Intercultural Discourse and Communication: The EssentialReadings is a collection of articles that discuss majortheoretical approaches, case studies of cultural and sub-culturalcontact from around the globe, issues of identity in 'bicultural'individuals, and the 'real world' implications of interculturalcontact and conflict.
- Collects articles that describe and analyze discourse andcommunication in several channels, including spoken, written, andsigned.
- Considers various group organizations such asculture/subculture, gender, race/ethnicity, social class, age, andregion.
- Includes brief introductions to each section by the editorsthat explain main concepts.
- Contains discussion questions that enhance the book’svalue for courses.
About the Author
Scott F. Kiesling is Assistant Professor of Linguistics atthe University of Pittsburgh. His work on areas such as languageand gender, language and ethnicity/race, discourse analysis,sociolinguistic variation, and Australian English has beenpublished in Journal of Linguistic Anthropology, Journalof Sociolinguistics, and various edited volumes.
Christina Bratt Paulston is Professor Emerita ofLinguistics at the University of Pittsburgh. She served as chair ofthe department from 1974 to 1989 and as director of the EnglishLanguage Institute from 1969 to 1998. Her numerous publicationsinclude Sociolinguistics: The Essential Readings (Blackwell2003, edited with G. Richard Tucker), Memories and Reflections:The Early Days of Sociolinguistics (1997, edited with G.Richard Tucker), and Sociolinguistic Perspectives on BilingualEducation (1992).
Table of Contents
Notes on Authors.
PART I: Approaches to Intercultural Discourse.
1. Models of the Interaction of Language and Social Life: Towarda Descriptive Theory (Dell Hymes).
2. Ethnography of Speaking: Toward a Linguistics of the Praxis(Alessandro Duranti).
3. Interethnic Communication (John J. Gumperz)'.
4. communicating in a Multilingual Society: Some MissedOpportunities (Rajendra Singh, Jayant Lele, and GitaMartohardjono).
5. Linguistic Etiquette (Gabriele Kasper).
6. Constructing Social Identity: A Language SocializationPerspective (Elinor Ochs).
7. Norms of Sociocultural Meaning in Language: Indexicality,Stance, and Cultural Models (Scott F. Kiesling).
PART II: Intercultural Communication: Case Studies.
8. Why Tell Stories? Contrasting Themes and Identities in theNarratives of Maori and Pakeha Women and Men (Janet Holmes).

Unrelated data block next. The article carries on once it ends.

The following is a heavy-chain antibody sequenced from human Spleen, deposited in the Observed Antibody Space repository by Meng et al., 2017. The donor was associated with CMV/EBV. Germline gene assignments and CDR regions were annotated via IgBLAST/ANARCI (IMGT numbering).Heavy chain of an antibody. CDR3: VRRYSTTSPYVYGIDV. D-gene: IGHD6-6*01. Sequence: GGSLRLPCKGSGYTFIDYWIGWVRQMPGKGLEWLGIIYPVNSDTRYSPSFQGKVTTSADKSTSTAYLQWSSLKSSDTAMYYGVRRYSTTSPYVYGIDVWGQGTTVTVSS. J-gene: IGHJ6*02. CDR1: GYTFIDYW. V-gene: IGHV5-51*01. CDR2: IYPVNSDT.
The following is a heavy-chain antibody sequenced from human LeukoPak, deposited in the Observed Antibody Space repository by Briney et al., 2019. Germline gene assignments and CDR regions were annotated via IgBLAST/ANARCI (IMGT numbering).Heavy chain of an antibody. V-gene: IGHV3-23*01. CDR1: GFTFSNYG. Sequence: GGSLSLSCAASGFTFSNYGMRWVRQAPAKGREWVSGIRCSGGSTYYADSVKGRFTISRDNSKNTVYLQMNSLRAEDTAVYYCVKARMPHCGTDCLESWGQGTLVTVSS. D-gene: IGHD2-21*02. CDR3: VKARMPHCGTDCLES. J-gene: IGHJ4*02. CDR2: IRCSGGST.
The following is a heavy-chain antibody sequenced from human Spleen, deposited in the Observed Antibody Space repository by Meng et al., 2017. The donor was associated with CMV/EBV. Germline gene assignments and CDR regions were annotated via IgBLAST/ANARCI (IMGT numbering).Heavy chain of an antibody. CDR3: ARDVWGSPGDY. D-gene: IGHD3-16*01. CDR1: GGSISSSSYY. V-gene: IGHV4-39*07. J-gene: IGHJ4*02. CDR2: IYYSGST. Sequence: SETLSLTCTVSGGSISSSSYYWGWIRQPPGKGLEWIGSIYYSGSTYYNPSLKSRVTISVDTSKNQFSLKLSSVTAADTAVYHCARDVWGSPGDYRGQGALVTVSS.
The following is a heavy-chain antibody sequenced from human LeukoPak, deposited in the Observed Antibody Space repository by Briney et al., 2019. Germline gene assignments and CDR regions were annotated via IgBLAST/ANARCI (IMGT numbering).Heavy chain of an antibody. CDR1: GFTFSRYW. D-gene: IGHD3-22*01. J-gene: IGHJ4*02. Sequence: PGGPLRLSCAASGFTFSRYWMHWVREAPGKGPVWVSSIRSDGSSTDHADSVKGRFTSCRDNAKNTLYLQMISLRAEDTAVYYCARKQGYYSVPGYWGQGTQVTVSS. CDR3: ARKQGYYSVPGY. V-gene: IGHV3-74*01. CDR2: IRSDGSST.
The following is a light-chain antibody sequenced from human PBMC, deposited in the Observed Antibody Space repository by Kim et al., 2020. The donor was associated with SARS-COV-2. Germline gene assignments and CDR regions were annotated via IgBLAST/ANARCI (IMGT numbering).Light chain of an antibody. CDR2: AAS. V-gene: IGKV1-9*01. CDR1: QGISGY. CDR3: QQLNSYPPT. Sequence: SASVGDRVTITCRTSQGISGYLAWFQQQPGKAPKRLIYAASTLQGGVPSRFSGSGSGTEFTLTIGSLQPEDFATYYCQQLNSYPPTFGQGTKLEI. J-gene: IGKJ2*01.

9. New York Jewish Conversational Style (Deborah Tannen).
10. Swedishness as an Obstacle in Cross-Cultural Interaction(Ake Daun).
11. The Presence and Absence of Speech in the Communication ofGender (Penelope Harvey).
12. Hearing What's Not Said and Missing What Is: Black Languagein White Public Space (H. Samy Alim).
13. Pronouns of Address in Swedish: Social Class Semantics and aChanging System (Christina Bratt Paulston).
14. Off-Record Indirectness and the Notion of Imposition (MariaSifianou).
15. Cultural Differences in Framing: American and Japanese GroupDiscussions (Suwako Watanabe).
PART III: Cultural Contact: Issues of Identity.
16. Learning Language/ Learning Self (Karen Ogulnick).
17. The Language of Multiple Identities among DominicanAmericans (Benjamin Bailey).
18. Biculturalism: Some Reflections and Speculations (ChristinaBratt Paulston).
Discussion Questions. .
PART IV: Implications.
19. A Comparison of Indian and Anglo Communicative Behavior inClassroom Interaction (Susan U. Philips).
20. Beyond Difference and Domination? InterculturalCommunication in Legal Contexts (Diana Eades).
What People are Saying About This
“After twenty-five years teaching cross-cultural communication using a reading packet I put together myself, at last here is a Reader that I feel I can use. Kiesling and Paulston have assembled a rich collection of essays spanning a broad range of cultural contexts representing an anthropological/sociolinguistic approach to intercultural discourse.” Deborah Tannen, GeorgetownUniversity
“The subtitle The Essential Readings aptly describes this collection. It provides a convenient source of classic primary texts for graduate courses in cross-cultural communication, as well as for personal professional libraries. The organization of articles as foundational/ theoretical works, case studies, cultural content and identity pieces, and applications to ‘real-world’ problems makes this Reader highly adaptable for diverse foci of interest within interactional sociolinguistics.” Muriel Saville-Troike, University of Arizona
"A significant resource for both undergraduate and graduate students studying sociolinguistics, communication, social anthropology, and social psychology." Journal of Sociolinguistics
“As a collection, this volume will definitely be of interest to researchers, instructors, and students of intercultural communication…Kiesling and Paulston have successfully met the challenge of deciding what to include. The selection and especially the sequencing of the work is well motivated…Care has been taken to include essays that concentrate on presenting issues from the perspective of speakers from a less dominant group.” The Linguist List
"This book offers foundational and new theoretical readings, as well as case studies of cultural and sub-cultural contact and conflicts in the 'real world'." Pragmatics